Battling for Treasure

It isn’t long since I discovered the most exquisite treasure…

Perhaps several readers are concluding at this point that I’m talking about my writing? Actually, I’m talking about what makes my writing possible.

And now I’ve gotten ahead of myself.

Over a recent six-day period I endured numerous medical appointments. Sometimes it works out like that. There was my yearly checkup. Resulting from that visit there came a blood draw, bone density scan, and mammogram. In addition, I had a follow-up visit with my pulmonologist.

Haven’t heard back about the mammogram, but I feel confident the news will be good.

The blood work was normal, which is good news and means I can continue as before in treating my thyroid. It’s a not uncommon problem for many and a largely non-issue for me since they caught it early.

An ongoing battle, but one I’m winning.

The bone density scan improved from the one two years ago! The first scan had shown some deterioration brought on from prolonged steroid usage necessitated because my lungs were failing, not from smoking (which I never did), but from a bacterial infection. The bone density improvement was because I embraced the advice I was given after the first scan: Don’t just take calcium, make sure you take the supplements far apart so your body can absorb the maximum amount.

There’s a limit as to how much calcium the body can absorb at once.

Yes, an ongoing battle, but one I’m winning.

My lung difficulties surfaced in 2009, put me in the ICU in 2010, and became a relapse in 2012. This time, though, the news was excellent. I’d hurried across the parking lot, up the stairs (not the elevator!), and into the office where my oxygen saturation was measured at 95%. At one time I was on disability, but no more. At one time I was unable to climb a single stair without assistance, but no more. At one time I was on 24-hour oxygen, but no more. I’ve fought hard to recover as much of my health as possible, and while there’s permanent damage to my lungs from the ordeal, I can do most of what I could do before the illness.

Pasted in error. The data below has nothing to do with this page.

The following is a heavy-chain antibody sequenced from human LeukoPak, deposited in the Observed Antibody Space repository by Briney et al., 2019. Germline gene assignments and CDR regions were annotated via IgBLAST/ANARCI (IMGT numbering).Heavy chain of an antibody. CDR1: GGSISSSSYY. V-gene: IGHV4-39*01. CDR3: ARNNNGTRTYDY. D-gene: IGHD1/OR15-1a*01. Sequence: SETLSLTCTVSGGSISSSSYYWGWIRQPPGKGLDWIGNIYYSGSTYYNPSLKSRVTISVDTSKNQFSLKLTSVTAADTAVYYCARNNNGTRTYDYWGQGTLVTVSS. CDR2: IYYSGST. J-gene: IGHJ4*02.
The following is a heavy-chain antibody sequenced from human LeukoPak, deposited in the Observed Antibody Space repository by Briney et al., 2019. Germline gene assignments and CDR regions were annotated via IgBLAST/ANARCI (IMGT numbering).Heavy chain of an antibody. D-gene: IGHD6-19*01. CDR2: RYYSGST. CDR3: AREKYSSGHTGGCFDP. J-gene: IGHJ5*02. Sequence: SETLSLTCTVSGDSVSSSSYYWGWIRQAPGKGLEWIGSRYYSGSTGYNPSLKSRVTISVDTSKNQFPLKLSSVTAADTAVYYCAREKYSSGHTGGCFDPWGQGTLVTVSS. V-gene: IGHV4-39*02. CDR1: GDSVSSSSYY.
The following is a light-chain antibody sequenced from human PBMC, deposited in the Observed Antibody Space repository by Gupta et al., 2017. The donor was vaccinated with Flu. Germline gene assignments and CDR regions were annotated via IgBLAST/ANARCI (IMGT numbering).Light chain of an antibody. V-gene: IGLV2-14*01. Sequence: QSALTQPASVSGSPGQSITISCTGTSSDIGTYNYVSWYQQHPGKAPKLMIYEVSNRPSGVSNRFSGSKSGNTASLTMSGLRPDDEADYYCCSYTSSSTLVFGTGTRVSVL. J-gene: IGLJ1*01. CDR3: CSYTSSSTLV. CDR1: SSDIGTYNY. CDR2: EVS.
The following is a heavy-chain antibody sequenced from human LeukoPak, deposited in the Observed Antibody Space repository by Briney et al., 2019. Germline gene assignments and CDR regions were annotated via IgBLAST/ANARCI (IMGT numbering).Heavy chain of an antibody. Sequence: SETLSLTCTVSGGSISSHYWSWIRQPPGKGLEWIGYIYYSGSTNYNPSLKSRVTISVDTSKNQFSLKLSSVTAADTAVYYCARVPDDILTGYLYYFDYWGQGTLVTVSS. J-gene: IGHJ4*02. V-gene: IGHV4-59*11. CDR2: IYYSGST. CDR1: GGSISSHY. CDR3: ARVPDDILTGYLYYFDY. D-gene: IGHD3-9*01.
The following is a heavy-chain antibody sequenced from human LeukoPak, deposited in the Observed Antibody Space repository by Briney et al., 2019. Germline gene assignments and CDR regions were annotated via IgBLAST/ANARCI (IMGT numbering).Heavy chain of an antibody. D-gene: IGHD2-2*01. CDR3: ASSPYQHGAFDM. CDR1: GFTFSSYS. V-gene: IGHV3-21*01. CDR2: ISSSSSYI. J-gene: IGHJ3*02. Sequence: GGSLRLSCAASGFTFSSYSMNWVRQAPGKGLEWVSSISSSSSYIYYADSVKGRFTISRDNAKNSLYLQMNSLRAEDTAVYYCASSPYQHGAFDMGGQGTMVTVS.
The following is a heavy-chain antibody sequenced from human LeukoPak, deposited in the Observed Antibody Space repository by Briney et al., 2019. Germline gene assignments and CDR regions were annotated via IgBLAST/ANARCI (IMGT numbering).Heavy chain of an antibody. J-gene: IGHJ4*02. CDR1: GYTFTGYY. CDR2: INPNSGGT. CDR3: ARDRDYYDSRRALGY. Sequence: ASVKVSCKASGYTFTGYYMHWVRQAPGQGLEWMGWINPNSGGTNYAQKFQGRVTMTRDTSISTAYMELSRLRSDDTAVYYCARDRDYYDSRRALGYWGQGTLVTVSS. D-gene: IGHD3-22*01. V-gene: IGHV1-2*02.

And I’m able to do more all the time.

Again, an ongoing battle, but one I’m winning.

What’s not included on the list above is the depression that dominated me for most of my life. It’s real, it’s insidious, and it’s scary. For more years than I care to recall it held the upper hand in our relationship.

I’ve long since given up on anti-depressants, for I’ve had severe side effects from every type they’ve tried, side effects that made depression look like a sunny day with flowers and puppies.

And then I vowed, “NO MORE.”

I came to realize that if doctors couldn’t help me then it was for me to wrestle that dragon to the ground and put out its fire.

Someone who was a great influence entered my life at that point. I learned that too often our perception of life becomes skewed because we allow the negative to stick, to linger, distract, and finally dominate until our bitter perception blocks out all else.

Before he left my life, Don gave me the tools I needed to correct course, and though the struggle sometimes returns, I know what I have to do to overcome it. For there are those who’ve suffered little and continue to suffer and there are those who’ve suffered greatly, yet move on.2013-08-12 06

The difference is learning and applying what was learned. I recognize now the true balance in life and not the perceived balance.

In the ongoing battle with my own demons I’m a victim no more.